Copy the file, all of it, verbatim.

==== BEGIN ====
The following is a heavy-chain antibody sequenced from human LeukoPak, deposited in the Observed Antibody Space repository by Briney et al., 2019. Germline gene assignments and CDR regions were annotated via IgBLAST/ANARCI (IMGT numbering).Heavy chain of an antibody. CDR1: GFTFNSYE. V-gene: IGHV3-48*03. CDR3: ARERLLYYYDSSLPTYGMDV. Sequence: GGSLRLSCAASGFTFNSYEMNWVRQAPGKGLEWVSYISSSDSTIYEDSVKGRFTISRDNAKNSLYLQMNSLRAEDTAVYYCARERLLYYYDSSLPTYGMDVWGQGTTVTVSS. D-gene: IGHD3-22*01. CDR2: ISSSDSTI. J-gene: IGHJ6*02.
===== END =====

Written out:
The following is a heavy-chain antibody sequenced from human LeukoPak, deposited in the Observed Antibody Space repository by Briney et al., 2019. Germline gene assignments and CDR regions were annotated via IgBLAST/ANARCI (IMGT numbering).Heavy chain of an antibody. CDR1: GFTFNSYE. V-gene: IGHV3-48*03. CDR3: ARERLLYYYDSSLPTYGMDV. Sequence: GGSLRLSCAASGFTFNSYEMNWVRQAPGKGLEWVSYISSSDSTIYEDSVKGRFTISRDNAKNSLYLQMNSLRAEDTAVYYCARERLLYYYDSSLPTYGMDVWGQGTTVTVSS. D-gene: IGHD3-22*01. CDR2: ISSSDSTI. J-gene: IGHJ6*02.